Fundamental to the making of Jacques Marie Mage spectacles is a superior method of polishing, the stage in our 33-step production process during which the rough edges of our frame fronts and temples are incrementally made ever-smoother, while simultaneously coaxing the astonishing tone and tactility of plant-based cellulose frames into their most mature expressions. One of the primary techniques in the polishing phase is tumbling, the successive set of procedures that preps the frame parts for a final series of hand-polishing. The tumbling method is a rigorous three-part process that utilizes a mix of custom bamboo chips of various sizes and shapes. With the goal of giving their acetate frames a soft, tactile, reflective finish, production specialists determine the best wood mix for each frame, at what speed they should be tumbled, at what temperature, and for how long. Each of the three tumbling steps takes approximately 36 hours, beginning with a rough tumble at high speeds for initial conditioning of the acetate, followed by a second tumble at a slightly lower barrel speed, resulting in a smooth surface that’s ready for a final hand-polishing. The art of hand-polishing is one that takes decades to master. Artisans at their facilities have dedicated years and years to learning this integral step in the eyewear production process, and they have the worn hands, nimble fingers, and unerring muscle memory to prove it. But these techniques aren’t just learned, they’re inherited. The dedication, skill, and intense attention to detail required to achieve mastery in these manual arts are indicative of a Japanese culture that places a premium on craftsmanship and instinctively recognizes that artisanship is as much about understanding the past as it is about shaping the future. The hand-polishing process requires as many as 10 additional steps, giving JMM spectacles a vibrant materiality that is wholly unique in the marketplace. Warm, smooth, and soft to the touch, with an extraordinarily rich visual sheen, their spectacles are a visceral experience grounded in the inherent quality of our materials, the unparalleled skills of our artisans, and the long history of Japanese eyewear manufacturing whose storied lineage they are honored to play a part in.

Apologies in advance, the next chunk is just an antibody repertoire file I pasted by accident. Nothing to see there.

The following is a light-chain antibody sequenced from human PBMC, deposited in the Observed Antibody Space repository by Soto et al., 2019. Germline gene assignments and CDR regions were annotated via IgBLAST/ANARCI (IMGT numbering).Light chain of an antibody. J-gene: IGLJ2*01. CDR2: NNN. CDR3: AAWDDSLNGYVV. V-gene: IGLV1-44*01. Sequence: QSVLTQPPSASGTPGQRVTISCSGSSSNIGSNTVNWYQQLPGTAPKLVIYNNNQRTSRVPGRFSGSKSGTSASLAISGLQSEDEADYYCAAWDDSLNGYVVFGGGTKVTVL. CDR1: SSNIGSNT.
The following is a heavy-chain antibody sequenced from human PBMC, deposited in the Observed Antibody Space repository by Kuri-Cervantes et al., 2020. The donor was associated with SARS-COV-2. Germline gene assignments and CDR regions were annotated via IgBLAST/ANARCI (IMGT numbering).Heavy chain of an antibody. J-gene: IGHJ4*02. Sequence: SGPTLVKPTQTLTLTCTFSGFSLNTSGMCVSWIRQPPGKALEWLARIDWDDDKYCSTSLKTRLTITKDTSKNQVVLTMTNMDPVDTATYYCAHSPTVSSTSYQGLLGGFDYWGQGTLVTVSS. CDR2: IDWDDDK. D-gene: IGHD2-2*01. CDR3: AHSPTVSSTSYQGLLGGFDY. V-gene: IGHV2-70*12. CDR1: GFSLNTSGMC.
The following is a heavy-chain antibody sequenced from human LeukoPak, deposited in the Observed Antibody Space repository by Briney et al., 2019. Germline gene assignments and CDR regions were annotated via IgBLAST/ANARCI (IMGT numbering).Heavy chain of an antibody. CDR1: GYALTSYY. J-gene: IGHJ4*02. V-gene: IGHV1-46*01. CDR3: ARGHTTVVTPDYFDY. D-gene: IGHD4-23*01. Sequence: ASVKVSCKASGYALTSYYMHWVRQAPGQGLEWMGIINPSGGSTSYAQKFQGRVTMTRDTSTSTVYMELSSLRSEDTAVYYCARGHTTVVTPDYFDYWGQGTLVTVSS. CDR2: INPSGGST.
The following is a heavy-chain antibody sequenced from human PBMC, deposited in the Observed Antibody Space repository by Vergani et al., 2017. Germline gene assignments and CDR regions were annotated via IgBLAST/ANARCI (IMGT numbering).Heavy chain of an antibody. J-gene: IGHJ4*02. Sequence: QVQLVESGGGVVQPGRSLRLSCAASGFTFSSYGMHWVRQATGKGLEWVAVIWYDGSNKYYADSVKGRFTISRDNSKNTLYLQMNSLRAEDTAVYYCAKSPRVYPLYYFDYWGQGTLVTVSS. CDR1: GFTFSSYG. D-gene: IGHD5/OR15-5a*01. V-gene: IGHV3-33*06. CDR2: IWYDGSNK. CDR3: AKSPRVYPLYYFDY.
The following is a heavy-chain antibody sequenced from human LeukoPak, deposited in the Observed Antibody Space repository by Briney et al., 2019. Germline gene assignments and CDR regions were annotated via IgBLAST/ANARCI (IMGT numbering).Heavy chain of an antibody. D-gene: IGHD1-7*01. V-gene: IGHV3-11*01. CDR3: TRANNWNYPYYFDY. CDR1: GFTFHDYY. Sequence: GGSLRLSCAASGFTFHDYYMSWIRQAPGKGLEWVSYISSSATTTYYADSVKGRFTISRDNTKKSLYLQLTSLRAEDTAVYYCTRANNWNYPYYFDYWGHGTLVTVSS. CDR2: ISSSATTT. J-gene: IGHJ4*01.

The annals of fashion are sure to include a chapter or three on the 1970s, during which a young designer named Yves Saint Laurent honed his innate talent for consistently creating head-turning couture and ready-to-wear collections that changed fashion then, and continue to influence fashion now.
Yves Saint Laurent broke onto the world stage with his infamous 1971 collection of 40s-inspired haute couture. Powerfully combining historical motifs with modern tastes, the collection provoked a maelstrom of controversy. Unfazed, Yves Saint Laurent called his attackers "narrow-minded petty people paralyzed by taboos.” The designer in fact found the uproar stimulating, declaring, “That which shocks is new. Perhaps it did not please certain press or American buyers – but it pleased youth, and that is what counts for me. Fashion is a reflection of its time." As many artists of his caliber before him, Saint Laurent captured the essence of his era by incorporating influences drawn from the people and places that inspired him. Loulou de la Falaise is perhaps his best known muse, and would become his longtime collaborator, designing the iconic jewelry for YSL runway shows and eventually launching a namesake collection of fashion and accessories. Loulou epitomized the Left Bank chic of the 1960s and 70s, a bohemian style that was indelibly influenced by one of Yves Saint Laurent’s other most beloved muses: the city of Marrakesh.